For women hoping to jump-start sputtering sex drives, the Food and Drug Administration's approval of Addyi on Tuesday may be just the first step.
Don't expect 26 products -- the number of FDA-approved drugs for men's sexual dysfunction -- anytime soon. The pipeline for treatments targeting female sexual dysfunction is not currently clogged with candidates.
But experts in women's health said the FDA's Addyi decision is likely both to encourage research and development in the area and to ease the regulatory path for companies offering such drugs for women.
"This opens a big door to research on women's sexual dysfunction coming down the pike," said Florida gynecologist Maureen Whelihan, who specializes in treating women with sexual problems. "Just the fact that we're just talking about it now is energizing."
One candidate drug is nearly poised for FDA consideration. In early clinical trials, an experimental medication called bremelanotide has been shown to act on a small cluster of neurons in the brain's hypothalamus to stimulate sexual arousal. The medication, now in the final phase of recruiting patients for late-stage clinical trials, could come before the FDA in early 2017.
With the FDA's Addyi decision, "you begin to have a regulatory precedent, a pathway to follow," said Carl Span, president and chief executive officer of Palatin Technologies Inc., which is developing bremelanotide.
In addition, Sprout Pharmaceutical CEO Cindy Whitehead said in an interview that the company will "absolutely" pursue further testing of Addyi in a bid to expand the FDA's approval of the drug for women undergoing menopause and beyond. While such women will be able to access the new drug from physicians willing to write an "off-label" prescription, an expanded FDA indication would allow Sprout to market Addyi to such women as a safe and effective treatment for low sexual desire.
This week, Palatin applauded the FDA's decision on Addyi (whose chemical name is flibanserin), calling it a "long-awaited milestone" that validates the need for treatments for women suffering low sexual desire.
Unlike flibanserin (which is taken daily over a long period), bremelanotide is a fast-acting medication that is designed for "as needed" use. It is thought to work to stimulate arousal within 30 to 60 minutes of a small subcutaneous injection, and to continue to be effective for about eight hours.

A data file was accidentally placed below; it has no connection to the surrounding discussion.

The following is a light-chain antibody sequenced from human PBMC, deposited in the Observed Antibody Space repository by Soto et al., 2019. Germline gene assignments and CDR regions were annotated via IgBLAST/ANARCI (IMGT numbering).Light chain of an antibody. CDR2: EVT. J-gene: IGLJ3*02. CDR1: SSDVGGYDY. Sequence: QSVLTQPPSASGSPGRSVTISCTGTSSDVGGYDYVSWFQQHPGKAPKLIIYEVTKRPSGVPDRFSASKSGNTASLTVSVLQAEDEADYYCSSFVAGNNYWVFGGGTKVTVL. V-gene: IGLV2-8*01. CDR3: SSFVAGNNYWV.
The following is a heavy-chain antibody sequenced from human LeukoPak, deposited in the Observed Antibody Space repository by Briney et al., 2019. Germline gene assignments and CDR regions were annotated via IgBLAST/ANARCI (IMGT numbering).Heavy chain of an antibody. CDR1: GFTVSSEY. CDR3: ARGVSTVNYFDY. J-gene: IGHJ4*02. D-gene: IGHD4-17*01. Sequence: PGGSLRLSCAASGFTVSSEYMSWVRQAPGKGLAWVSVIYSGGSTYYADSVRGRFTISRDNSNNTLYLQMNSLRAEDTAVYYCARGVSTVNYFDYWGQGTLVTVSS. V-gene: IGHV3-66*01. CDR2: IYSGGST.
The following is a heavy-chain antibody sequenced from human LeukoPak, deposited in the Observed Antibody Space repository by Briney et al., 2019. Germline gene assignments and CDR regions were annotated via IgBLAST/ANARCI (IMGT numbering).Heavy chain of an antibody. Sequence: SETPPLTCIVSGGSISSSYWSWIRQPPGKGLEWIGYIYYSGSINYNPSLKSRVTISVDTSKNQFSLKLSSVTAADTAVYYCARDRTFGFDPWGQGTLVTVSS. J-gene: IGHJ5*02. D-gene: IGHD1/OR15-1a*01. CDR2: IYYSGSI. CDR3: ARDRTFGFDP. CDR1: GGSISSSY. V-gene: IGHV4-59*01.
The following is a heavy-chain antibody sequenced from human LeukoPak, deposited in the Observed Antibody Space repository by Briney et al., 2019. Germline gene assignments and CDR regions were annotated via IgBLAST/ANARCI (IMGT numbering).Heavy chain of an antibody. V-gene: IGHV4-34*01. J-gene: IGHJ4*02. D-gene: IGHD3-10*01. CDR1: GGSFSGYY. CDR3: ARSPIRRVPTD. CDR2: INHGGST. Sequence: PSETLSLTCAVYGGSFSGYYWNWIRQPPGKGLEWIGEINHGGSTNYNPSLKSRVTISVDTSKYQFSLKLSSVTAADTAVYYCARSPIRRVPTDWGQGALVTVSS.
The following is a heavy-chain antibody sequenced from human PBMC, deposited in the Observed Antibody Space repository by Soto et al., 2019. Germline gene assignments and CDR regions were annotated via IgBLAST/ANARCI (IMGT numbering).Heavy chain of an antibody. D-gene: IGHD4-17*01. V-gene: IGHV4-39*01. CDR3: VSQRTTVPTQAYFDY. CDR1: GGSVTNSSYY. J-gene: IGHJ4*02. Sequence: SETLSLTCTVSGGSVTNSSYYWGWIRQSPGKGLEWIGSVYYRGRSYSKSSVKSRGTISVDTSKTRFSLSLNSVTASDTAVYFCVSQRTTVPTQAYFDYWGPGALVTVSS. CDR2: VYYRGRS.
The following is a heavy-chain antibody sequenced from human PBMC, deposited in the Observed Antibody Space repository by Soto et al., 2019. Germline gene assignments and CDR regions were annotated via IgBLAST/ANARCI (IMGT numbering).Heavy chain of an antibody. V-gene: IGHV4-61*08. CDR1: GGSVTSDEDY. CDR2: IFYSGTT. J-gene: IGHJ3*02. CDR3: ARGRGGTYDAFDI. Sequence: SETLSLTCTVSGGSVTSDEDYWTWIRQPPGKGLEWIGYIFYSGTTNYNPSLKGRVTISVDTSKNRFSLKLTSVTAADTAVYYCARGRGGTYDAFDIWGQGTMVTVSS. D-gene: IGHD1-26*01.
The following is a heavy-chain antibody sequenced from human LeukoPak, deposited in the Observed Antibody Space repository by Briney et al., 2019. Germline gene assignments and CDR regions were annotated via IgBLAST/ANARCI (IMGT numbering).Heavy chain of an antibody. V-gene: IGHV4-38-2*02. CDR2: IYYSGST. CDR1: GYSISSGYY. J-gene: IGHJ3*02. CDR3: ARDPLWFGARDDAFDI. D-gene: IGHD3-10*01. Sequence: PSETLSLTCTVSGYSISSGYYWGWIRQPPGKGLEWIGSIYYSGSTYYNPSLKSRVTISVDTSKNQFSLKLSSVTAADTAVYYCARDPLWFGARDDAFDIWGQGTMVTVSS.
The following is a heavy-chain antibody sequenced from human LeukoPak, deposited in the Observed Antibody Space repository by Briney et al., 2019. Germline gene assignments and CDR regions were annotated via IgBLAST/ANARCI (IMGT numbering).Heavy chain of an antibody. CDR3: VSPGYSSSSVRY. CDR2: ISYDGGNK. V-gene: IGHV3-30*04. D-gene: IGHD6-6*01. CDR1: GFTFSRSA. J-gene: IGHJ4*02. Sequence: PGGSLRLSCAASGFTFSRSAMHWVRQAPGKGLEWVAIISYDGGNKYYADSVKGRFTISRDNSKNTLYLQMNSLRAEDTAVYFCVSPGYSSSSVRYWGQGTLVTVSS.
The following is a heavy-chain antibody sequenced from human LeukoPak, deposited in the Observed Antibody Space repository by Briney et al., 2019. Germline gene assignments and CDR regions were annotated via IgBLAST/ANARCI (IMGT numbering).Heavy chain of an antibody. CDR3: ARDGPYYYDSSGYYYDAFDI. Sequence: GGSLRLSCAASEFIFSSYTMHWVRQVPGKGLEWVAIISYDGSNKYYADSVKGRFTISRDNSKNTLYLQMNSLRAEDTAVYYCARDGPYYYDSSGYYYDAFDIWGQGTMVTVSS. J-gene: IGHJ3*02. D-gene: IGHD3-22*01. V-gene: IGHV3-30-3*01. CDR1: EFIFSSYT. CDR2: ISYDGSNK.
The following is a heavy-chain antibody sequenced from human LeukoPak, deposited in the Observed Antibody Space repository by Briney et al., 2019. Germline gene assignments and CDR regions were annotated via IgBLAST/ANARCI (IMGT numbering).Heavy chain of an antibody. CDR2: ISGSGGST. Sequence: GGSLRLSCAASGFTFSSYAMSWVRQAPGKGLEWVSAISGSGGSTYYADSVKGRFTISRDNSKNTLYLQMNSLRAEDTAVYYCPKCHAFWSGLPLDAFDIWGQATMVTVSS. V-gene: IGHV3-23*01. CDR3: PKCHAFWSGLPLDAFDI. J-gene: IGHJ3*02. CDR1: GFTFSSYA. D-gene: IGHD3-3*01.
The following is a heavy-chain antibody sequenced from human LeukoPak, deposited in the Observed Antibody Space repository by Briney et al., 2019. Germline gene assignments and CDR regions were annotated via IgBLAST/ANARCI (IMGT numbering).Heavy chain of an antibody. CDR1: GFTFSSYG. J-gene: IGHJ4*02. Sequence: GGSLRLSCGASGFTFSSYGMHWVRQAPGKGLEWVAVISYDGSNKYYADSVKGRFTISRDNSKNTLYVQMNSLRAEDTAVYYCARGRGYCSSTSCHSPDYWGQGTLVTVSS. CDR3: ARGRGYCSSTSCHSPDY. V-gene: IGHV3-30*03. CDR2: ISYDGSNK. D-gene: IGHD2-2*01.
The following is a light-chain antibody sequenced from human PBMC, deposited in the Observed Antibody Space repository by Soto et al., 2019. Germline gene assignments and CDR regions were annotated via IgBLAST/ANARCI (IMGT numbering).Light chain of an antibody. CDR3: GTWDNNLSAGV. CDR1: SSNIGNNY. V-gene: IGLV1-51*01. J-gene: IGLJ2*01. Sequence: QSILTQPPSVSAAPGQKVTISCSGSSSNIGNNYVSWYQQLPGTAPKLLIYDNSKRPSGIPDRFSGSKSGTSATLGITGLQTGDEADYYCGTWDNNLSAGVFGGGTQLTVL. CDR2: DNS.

Span said that, if both flibanserin and bremelanotide were available to women with flagging sex drives, the two "could provide a robust set of treatment options."
Like Addyi's sponsor, Sprout Pharmaceuticals, Palatin expects to ask the FDA first for permission to market bremelanotide to premenopausal women with a distressing lack of sexual desire -- a population estimated at about 2 million.
In an October 2014 meeting, the FDA recognized female sexual dysfunction as an "area of unmet need" and gathered interested drug makers and patient groups to define which conditions might be amenable to drug therapy and how the agency would assess the effectiveness of candidate drugs.
The resulting clarity, said Span, cleared "some very big hurdles" for companies developing sexual health drugs for women. In its wake, he added, raising funds from investors got noticeably easier.
So far, the initiatives have left post-menopausal women with sexual dysfunction little better off. The FDA in 2013 approved Osphena (ospemifene) to treat painful sex during menopause, a common sexual complaint in women beyond middle age. In 2004, the agency denied approval to Procter & Gamble to market a testosterone patch -- Instrinsa -- in the United States.
Intrinsa was later approved and widely used in Europe and Australia by women as a treatment for low sexual desire. Recent clinical trials have found it boosted the frequency of sex in post-menopausal roughly on a par with Addyi's effectiveness. But in 2012, the company that made Instrinsa withdrew it from the market in Europe.
Will "Even the Score" -- the public campaign that controversially lodged accusations of gender bias in FDA deliberations -- play a role in pressing for further research and development? The coalition was initiated and funded by Sprout, but attracted support from some feminists, patient groups and consumer advocates.
"I think they made their point, that there was a conscious or unconscious stigma against approving a drug in this category for women," said Phyllis Greenberger, executive director of the Society for Women's Health Research, which joined Sprout's coalition. "I think this was sort of a one-time thing. This was, I think, very unique."